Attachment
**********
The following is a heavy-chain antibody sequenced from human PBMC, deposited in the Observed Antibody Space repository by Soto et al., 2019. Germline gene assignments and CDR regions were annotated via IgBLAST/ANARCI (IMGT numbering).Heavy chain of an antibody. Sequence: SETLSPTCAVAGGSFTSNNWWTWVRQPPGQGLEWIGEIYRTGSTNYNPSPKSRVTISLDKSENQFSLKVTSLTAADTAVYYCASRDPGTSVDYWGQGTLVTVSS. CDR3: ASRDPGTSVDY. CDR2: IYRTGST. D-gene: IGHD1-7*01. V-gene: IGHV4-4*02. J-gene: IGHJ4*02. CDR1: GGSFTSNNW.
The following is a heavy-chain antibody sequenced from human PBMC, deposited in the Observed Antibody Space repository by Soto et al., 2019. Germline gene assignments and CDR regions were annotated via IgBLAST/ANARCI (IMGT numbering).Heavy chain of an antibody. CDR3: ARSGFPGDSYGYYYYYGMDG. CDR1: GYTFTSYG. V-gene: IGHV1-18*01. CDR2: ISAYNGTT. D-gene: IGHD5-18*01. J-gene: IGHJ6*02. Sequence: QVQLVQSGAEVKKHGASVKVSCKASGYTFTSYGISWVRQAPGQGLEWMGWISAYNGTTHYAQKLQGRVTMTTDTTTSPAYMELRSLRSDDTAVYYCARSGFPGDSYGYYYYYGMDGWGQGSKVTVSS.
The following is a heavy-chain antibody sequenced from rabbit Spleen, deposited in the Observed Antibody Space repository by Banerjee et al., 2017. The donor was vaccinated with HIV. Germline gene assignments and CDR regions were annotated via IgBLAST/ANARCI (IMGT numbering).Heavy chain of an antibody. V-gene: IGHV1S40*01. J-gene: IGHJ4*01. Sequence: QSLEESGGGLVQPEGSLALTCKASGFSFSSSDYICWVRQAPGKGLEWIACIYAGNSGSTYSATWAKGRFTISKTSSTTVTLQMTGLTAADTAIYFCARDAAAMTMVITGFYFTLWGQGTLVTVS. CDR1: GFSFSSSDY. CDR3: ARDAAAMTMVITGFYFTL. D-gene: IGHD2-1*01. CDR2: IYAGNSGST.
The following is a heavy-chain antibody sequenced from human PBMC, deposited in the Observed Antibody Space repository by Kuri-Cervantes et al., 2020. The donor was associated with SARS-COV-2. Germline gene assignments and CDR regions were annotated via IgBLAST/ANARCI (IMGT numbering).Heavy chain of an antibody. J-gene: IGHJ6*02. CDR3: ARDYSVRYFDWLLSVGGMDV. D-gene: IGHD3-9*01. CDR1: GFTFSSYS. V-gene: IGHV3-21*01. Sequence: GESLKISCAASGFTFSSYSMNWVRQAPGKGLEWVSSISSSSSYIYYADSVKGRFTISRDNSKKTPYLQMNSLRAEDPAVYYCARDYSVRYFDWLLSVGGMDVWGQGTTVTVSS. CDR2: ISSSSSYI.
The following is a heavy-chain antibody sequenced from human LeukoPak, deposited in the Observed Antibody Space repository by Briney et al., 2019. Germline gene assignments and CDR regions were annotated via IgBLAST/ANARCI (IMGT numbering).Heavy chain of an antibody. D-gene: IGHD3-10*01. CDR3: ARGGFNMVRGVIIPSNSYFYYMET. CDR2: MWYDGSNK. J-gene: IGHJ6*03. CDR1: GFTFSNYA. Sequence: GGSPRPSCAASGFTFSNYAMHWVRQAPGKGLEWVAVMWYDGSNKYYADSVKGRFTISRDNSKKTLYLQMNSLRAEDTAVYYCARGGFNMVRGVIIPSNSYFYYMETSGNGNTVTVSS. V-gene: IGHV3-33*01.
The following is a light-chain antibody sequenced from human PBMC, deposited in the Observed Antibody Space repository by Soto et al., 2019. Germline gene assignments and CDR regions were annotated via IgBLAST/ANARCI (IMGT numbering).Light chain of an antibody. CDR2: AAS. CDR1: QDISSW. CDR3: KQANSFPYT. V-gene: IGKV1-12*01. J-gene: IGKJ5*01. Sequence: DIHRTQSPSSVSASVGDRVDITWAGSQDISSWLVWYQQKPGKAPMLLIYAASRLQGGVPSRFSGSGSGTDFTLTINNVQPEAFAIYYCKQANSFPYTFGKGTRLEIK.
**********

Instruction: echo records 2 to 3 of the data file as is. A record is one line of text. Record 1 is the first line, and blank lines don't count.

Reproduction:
The following is a heavy-chain antibody sequenced from human PBMC, deposited in the Observed Antibody Space repository by Soto et al., 2019. Germline gene assignments and CDR regions were annotated via IgBLAST/ANARCI (IMGT numbering).Heavy chain of an antibody. CDR3: ARSGFPGDSYGYYYYYGMDG. CDR1: GYTFTSYG. V-gene: IGHV1-18*01. CDR2: ISAYNGTT. D-gene: IGHD5-18*01. J-gene: IGHJ6*02. Sequence: QVQLVQSGAEVKKHGASVKVSCKASGYTFTSYGISWVRQAPGQGLEWMGWISAYNGTTHYAQKLQGRVTMTTDTTTSPAYMELRSLRSDDTAVYYCARSGFPGDSYGYYYYYGMDGWGQGSKVTVSS.
The following is a heavy-chain antibody sequenced from rabbit Spleen, deposited in the Observed Antibody Space repository by Banerjee et al., 2017. The donor was vaccinated with HIV. Germline gene assignments and CDR regions were annotated via IgBLAST/ANARCI (IMGT numbering).Heavy chain of an antibody. V-gene: IGHV1S40*01. J-gene: IGHJ4*01. Sequence: QSLEESGGGLVQPEGSLALTCKASGFSFSSSDYICWVRQAPGKGLEWIACIYAGNSGSTYSATWAKGRFTISKTSSTTVTLQMTGLTAADTAIYFCARDAAAMTMVITGFYFTLWGQGTLVTVS. CDR1: GFSFSSSDY. CDR3: ARDAAAMTMVITGFYFTL. D-gene: IGHD2-1*01. CDR2: IYAGNSGST.